Considering that 40 beds in the hospital are with oxygen, the executive member laments that it is not just Delhi, but even this region that is facing a lack of the same. “You cannot even imagine the kind of black marketing that is going on. Even oxygen regulators are in extremely short supply. These are the kind of things that keep us on our toes — we are experienced enough when it comes to organisation, management and supervision.”
No patient is expected to pay any fee — be it for the hospital, medicines, tests or food. “Not even for the expensive CT scans. I am in constant touch with the DC for medicines quota etc. Frankly, even if an injection costs Rs 2000, we don’t care. It will be given for free. Those who can’t afford expensive treatment also have a right to life, right? Sometimes I wonder, if a small organisation can manage things, what is stopping the government from engaging their best minds out in the field for better management?”
There is a fervor of activity at the Indira Holiday Home in Sector 24 where another 48-bed centre has been set up by the The Competent Foundation and Bharat Vikas Parishad. Coordination on walkie-talkies and mobile phones does not cease. Attached with Government Multi-Specialty Hospital, Sector 16, for the regulation of admission of patients, list of medicines required to be kept at the centre etc, Sanjay Tandon, State president of BJP from Chandigarh, who founded and runs the NGO, Competent Foundation says, “This is a completely digitalised centre. Vital information regarding the patients, which is collected thrice a day, is communicated to the kin directly via e-mail. For the purpose of surveillance, CCTV cameras have been installed inside the halls. We can monitor the screens from home. The attendants can also keep a tab on the patient, while at home. So, we are working to develop it into a state-of-art facility.”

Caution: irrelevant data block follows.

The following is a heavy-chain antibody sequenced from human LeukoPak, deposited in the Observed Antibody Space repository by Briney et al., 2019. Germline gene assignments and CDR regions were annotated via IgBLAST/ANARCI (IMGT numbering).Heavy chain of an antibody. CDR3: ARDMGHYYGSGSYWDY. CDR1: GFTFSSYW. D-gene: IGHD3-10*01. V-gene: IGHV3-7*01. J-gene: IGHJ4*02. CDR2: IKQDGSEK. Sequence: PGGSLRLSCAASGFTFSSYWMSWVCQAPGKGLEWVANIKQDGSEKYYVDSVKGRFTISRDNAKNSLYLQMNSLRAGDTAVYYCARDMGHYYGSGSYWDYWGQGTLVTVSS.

Ensuring that besides free treatment, patients are provided with steamers, toiletries, napkins, television sets etc, Tandon says that right now his effort is to ensure get at least 40 beds with oxygen running. “Impressed by our efforts, Manoj Kumar Parida, the Chandigarh UT Advisor has suggested that we increase the capacity to 100 beds.”